PERMISSION NEEDED FROM INSTRUCTOR
                                                                                                                                          ANTH 649-401 MOLECULAR ANTHROPOLOGY SCHURR, THEODORE TR 0130PM-0300PM In this course, we will explore the molecular revolution in biological anthropology. In particular, we will examine how molecular data can be used to illuminate anthropological question concerning human origins, evolution and biological variation. Some of the specific topics to be covered in this course are the phylogenetic relationships among primates, kinship in apes and monkeys, the hominoid trichotomy, modern human origins and migrations, Neanderthal and Denisovan admixture with modern humans, biogenetics of skin color, and physiological, phenotypic and disease adaptations.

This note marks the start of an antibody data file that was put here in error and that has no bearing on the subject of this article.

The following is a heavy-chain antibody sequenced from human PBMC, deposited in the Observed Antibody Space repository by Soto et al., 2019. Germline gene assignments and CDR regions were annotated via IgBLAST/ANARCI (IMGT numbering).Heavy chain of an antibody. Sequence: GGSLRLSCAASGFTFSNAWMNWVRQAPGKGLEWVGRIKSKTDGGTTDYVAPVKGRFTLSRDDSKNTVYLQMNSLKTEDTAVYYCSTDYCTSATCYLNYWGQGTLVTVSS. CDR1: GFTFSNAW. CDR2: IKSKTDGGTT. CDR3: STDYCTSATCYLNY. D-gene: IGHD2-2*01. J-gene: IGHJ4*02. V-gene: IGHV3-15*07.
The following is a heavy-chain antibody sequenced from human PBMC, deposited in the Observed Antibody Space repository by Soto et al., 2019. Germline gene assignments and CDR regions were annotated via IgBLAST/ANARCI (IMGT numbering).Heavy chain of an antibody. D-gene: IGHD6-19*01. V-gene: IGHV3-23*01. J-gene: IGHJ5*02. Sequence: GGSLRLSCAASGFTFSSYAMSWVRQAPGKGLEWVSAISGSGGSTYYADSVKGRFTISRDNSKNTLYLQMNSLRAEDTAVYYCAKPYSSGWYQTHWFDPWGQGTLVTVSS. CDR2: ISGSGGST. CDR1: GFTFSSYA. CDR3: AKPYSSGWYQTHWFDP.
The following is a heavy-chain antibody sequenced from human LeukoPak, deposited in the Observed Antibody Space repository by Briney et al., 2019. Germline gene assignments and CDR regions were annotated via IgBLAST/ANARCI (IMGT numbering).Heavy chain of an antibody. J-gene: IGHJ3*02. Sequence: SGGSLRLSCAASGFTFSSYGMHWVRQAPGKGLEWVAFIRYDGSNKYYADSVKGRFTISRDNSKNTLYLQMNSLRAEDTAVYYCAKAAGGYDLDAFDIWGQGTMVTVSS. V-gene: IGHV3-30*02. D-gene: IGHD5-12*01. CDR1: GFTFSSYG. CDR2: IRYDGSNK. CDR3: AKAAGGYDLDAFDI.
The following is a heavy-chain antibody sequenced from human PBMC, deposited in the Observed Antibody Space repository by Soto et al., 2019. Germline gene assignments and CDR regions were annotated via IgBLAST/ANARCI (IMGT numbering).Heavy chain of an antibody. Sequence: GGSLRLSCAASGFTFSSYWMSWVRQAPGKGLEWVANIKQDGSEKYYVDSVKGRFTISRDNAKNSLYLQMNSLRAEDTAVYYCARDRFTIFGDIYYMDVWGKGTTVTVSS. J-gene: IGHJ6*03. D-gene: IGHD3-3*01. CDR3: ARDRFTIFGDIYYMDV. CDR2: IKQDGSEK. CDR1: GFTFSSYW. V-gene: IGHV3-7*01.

ANTH 655-301 METHODS AND GRANTWRITING FOR ANTHROPOLOGICAL RESEARCH BRUCHAC, MARGARET T 1000AM-0100PM This course is designed for third- and fourth-year graduate students in anthropology who are working on their dissertation research proposals and submitting grants. Graduate students from other departments who will be submitting grant proposals that include an ethnographic component are also welcome. Students will develop their proposals throughout the course of the semester, and will meet important fall submission deadlines. They will begin by working with various databases to search funding sources relevant to the research they plan to conduct. In class sessions, they will also work with the professor and their peers to refine their research questions, their methods, the relationship of any previous research to their dissertation fieldwork, and the broader theoretical and "real-world" significance of their proposed projects. Finally, students will also have the opportunity to have live "chats" with representatives from funding agencies, thereby gaining a better sense of what particular foundations are looking for in a proposal.
                                                                                                                                              UNDERGRADUATES NEED PERMISSION